The Astronite looks like it’s from the ZX Spectrum, and that’s exactly what it’s designed for. Advertised as a “1-bit Metroidvania”, it’s rendered in stark black and white, with thin lines and all the evocative hallmarks of a bygone era of PC gaming. It even has little floppy icons in save points and old phones in teleportation devices, allowing you to jump from one side of the map to the other.
The difficulty of Astronite is also another nod to the nascent years of video games. A good, serious challenge, he starts digging already in the Abandoned Grottoes with a nasty set of Mario World-like stone plungers, spikes and water interfering with your movement.
On paper, it looks and sounds very similar to Devolver Digital’s Gato Roboto, but the Astronite is different in that it’s simpler on one side and generally harder on the other. While its structure is typical of Metroidvania, anyone who has recently played Deedlit in Wonder Labyrinth will be able to easily spot the differences. While Deedlit stressed the need to grind enemies to level up and drop key items, placing your campaign’s hopes on weapons, strength, and combat skills, Astronite goes in a different direction.
You start out with your crashed spaceship, as stocky and charming as anything else in Neplea’s dark, dark world, and after using your jetpack, map module, and weapons to navigate the initial set of screens, you’ll quickly lose it all. . While the task of restoring and fortifying your equipment is familiar enough, in Astronite you don’t level up by killing enemies, but rather send them out for Neplea’s elusive currency, Spirtis, which can be spent in shops to purchase upgrades. These include improvements to the rate of fire and range, jetpack accessories that increase your time in the air, a useful dash feature, and even the ability to see the number of shots it takes to defeat an enemy. But, in a nod to Dark Souls, death will strip you of all Spirties you’re wearing unless you’ve purchased Spirty’s Insurance, which saves 25% of your supply.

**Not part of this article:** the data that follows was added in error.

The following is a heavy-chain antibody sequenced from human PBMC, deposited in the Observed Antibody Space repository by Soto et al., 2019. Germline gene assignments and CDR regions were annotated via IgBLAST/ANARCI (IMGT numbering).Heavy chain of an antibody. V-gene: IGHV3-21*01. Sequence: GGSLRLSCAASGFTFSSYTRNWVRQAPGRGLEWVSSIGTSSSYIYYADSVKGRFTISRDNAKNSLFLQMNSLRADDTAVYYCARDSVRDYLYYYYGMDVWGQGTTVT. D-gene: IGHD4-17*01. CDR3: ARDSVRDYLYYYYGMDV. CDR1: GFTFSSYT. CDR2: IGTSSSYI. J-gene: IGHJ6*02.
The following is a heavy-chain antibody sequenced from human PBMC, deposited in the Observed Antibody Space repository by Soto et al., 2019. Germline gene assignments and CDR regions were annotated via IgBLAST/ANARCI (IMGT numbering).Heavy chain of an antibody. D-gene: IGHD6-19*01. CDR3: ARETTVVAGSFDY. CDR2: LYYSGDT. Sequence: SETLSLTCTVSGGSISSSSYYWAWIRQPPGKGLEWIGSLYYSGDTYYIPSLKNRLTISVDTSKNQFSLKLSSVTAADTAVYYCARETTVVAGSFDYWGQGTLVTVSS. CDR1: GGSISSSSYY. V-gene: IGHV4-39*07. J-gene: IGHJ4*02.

In order to recover your reward, you need to return to the place of death by daring back from any save location you have been to before. It’s a system that works surprisingly well for this type of adventure and encourages you to return to the shops to make sure you’ve paid your bills while you can. This can be frustrating if you’ve accumulated a large amount of Spirti, died, and returned to the place of your demise, only to die again before you get there, because, as you might expect, the most recent death pool replaces the previous one, which means that you could end up losing a ton of currency if you’re not pragmatic about saving and repeating your steps.
However, there are places where you can take advantage of the odd grind. One area near a save point in Daedel’s Caverns gives you the option to clear a busy screen, save, and then respawn enemies (and they won’t respawn unless a death or save occurs). It’s also located right next to the teleportation center, which means you can return to the store to spend the money. However, some items must be found first, including your dashboard module and jetpack, indicating that your first purchase is best spent on a relatively inexpensive map module to get an idea of your location. As you search the far corners of the map, you’ll also earn currency from hidden chests and other secrets, some of which can save you money.